Maybe the sidekick character’s major flaw or lack of ability mirrors a hidden or repressed trait in the protagonist.

Maybe the sidekick character behaves in such a way that prompts a response from the protagonist or antagonist—revealing a bad guy’s soft side or highlighting a hero’s flaws.

Often, a sidekick that effectively highlights one of the main character’s traits is known as a foil character. A foil character is any character in your story that stands in stark contrast with another, thereby drawing attention to their opposing personalities. Maybe the sidekick loves to have fun, always telling jokes, while the protagonist believes they’re better off always following the rules, being stoic and capable.

Whether you’re writing an evil sidekick or your heroes’ good friends, there are a few qualities your sidekick character needs.

2. They’ll move the conflict along

Every person in your story must be necessary for the plot. Otherwise, they’re just taking up valuable page space.

Perhaps your sidekick drastically messes up some task that the hero or villain requests they complete, kicking off a string of events that changes the trajectory of the story. Perhaps your sidekick provides valuable information, insight, or advice to your main character, prompting them to act in a certain way. Their presence in the story should, in some way, give the plot some forward momentum.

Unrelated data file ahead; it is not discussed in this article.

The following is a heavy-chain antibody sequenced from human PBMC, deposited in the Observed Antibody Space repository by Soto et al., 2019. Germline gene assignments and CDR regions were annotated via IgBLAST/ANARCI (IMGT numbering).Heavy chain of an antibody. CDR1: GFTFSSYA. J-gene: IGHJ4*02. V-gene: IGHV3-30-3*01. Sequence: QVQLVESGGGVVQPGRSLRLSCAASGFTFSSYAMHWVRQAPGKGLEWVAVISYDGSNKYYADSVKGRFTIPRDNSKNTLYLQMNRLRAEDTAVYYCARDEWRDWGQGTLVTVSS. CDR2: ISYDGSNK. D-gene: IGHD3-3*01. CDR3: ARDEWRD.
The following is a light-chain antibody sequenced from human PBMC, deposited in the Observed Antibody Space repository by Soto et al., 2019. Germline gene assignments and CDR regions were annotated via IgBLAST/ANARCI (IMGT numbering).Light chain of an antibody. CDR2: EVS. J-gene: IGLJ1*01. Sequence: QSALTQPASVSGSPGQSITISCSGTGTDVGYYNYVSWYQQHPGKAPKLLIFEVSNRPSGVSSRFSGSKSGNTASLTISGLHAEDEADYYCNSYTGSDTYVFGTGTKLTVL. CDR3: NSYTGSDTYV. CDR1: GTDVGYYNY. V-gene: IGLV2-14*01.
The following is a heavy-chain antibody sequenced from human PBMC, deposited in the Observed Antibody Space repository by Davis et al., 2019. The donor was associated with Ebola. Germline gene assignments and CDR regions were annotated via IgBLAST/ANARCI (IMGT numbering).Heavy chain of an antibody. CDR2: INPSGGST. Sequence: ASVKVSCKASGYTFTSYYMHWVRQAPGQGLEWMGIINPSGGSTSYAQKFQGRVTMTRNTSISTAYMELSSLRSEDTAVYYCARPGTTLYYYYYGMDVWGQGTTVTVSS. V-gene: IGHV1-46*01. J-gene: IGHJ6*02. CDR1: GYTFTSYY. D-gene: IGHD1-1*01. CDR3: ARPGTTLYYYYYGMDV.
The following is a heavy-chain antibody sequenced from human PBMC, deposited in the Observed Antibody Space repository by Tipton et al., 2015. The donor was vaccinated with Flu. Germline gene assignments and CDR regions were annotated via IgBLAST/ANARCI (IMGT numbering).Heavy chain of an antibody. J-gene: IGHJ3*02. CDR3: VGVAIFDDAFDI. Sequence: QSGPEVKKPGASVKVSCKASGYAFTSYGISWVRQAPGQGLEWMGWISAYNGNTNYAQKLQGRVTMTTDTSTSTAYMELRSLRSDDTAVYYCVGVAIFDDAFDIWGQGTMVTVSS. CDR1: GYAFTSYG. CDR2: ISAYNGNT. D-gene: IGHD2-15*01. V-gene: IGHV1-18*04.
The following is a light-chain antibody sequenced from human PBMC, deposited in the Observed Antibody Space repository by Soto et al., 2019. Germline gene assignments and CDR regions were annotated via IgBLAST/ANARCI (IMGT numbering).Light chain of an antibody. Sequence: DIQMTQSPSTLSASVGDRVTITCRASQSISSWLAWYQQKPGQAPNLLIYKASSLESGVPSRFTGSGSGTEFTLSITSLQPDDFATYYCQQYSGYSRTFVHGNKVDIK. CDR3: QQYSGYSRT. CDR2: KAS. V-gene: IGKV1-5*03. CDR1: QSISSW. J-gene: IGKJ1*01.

3. They’ll stand out

The best sidekicks are unique. They have an identity beyond just playing the sidekick. They have a life, background, goals, hopes, and dreams beyond just serving the main hero.

Really think about your sidekick archetype’s background and objectives, and allow those factors to affect how they behave.

Consider Robin from the Batman comics. Robin stands out visually as his bright red costume contrasts with Batman’s dark one, and Gotham’s dark setting. He also stands out in his behavior as a younger, more energetic accent to Batman’s more brooding personality.

Sidekick examples in literature and film

Let’s look at some popular sidekicks and the protagonists (or villains) that they cheer on to victory.

John Watson in the Sherlock Holmes stories